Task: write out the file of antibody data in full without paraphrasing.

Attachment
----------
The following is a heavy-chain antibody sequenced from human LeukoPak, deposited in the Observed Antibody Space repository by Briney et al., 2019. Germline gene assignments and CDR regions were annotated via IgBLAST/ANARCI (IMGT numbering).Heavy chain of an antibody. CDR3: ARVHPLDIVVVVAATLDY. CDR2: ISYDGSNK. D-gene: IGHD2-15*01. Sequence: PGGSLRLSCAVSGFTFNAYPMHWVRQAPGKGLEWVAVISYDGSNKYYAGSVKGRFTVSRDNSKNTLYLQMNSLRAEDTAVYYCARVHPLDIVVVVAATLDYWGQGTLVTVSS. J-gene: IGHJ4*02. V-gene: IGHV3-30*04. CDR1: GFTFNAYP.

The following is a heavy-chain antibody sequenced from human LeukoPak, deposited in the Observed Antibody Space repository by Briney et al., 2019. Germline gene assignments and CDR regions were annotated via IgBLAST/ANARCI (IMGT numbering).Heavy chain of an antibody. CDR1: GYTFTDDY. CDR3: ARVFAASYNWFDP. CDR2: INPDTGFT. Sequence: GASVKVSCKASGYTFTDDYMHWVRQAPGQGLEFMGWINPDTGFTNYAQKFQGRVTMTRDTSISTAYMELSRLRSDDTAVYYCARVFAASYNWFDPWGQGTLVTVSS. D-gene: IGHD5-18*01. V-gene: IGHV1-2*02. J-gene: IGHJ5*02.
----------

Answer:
The following is a heavy-chain antibody sequenced from human LeukoPak, deposited in the Observed Antibody Space repository by Briney et al., 2019. Germline gene assignments and CDR regions were annotated via IgBLAST/ANARCI (IMGT numbering).Heavy chain of an antibody. CDR3: ARVHPLDIVVVVAATLDY. CDR2: ISYDGSNK. D-gene: IGHD2-15*01. Sequence: PGGSLRLSCAVSGFTFNAYPMHWVRQAPGKGLEWVAVISYDGSNKYYAGSVKGRFTVSRDNSKNTLYLQMNSLRAEDTAVYYCARVHPLDIVVVVAATLDYWGQGTLVTVSS. J-gene: IGHJ4*02. V-gene: IGHV3-30*04. CDR1: GFTFNAYP.

The following is a heavy-chain antibody sequenced from human LeukoPak, deposited in the Observed Antibody Space repository by Briney et al., 2019. Germline gene assignments and CDR regions were annotated via IgBLAST/ANARCI (IMGT numbering).Heavy chain of an antibody. CDR1: GYTFTDDY. CDR3: ARVFAASYNWFDP. CDR2: INPDTGFT. Sequence: GASVKVSCKASGYTFTDDYMHWVRQAPGQGLEFMGWINPDTGFTNYAQKFQGRVTMTRDTSISTAYMELSRLRSDDTAVYYCARVFAASYNWFDPWGQGTLVTVSS. D-gene: IGHD5-18*01. V-gene: IGHV1-2*02. J-gene: IGHJ5*02.